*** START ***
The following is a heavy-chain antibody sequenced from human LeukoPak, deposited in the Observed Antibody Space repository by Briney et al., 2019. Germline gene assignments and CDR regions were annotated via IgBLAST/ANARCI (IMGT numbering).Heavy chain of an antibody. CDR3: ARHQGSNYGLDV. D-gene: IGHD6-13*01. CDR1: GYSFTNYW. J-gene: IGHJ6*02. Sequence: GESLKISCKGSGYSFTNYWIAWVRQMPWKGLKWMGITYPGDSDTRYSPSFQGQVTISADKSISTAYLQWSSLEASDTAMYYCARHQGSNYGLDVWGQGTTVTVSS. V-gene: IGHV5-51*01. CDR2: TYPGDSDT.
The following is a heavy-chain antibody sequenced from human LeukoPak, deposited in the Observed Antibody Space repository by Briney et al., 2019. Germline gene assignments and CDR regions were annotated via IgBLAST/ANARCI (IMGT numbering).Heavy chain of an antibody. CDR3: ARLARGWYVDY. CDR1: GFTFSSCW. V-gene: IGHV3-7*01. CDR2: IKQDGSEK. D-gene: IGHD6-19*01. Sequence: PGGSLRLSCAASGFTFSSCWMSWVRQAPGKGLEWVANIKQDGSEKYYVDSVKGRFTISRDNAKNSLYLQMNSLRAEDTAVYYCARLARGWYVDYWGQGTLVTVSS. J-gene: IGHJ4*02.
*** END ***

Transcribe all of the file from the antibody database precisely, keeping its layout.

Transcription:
The following is a heavy-chain antibody sequenced from human LeukoPak, deposited in the Observed Antibody Space repository by Briney et al., 2019. Germline gene assignments and CDR regions were annotated via IgBLAST/ANARCI (IMGT numbering).Heavy chain of an antibody. CDR3: ARHQGSNYGLDV. D-gene: IGHD6-13*01. CDR1: GYSFTNYW. J-gene: IGHJ6*02. Sequence: GESLKISCKGSGYSFTNYWIAWVRQMPWKGLKWMGITYPGDSDTRYSPSFQGQVTISADKSISTAYLQWSSLEASDTAMYYCARHQGSNYGLDVWGQGTTVTVSS. V-gene: IGHV5-51*01. CDR2: TYPGDSDT.
The following is a heavy-chain antibody sequenced from human LeukoPak, deposited in the Observed Antibody Space repository by Briney et al., 2019. Germline gene assignments and CDR regions were annotated via IgBLAST/ANARCI (IMGT numbering).Heavy chain of an antibody. CDR3: ARLARGWYVDY. CDR1: GFTFSSCW. V-gene: IGHV3-7*01. CDR2: IKQDGSEK. D-gene: IGHD6-19*01. Sequence: PGGSLRLSCAASGFTFSSCWMSWVRQAPGKGLEWVANIKQDGSEKYYVDSVKGRFTISRDNAKNSLYLQMNSLRAEDTAVYYCARLARGWYVDYWGQGTLVTVSS. J-gene: IGHJ4*02.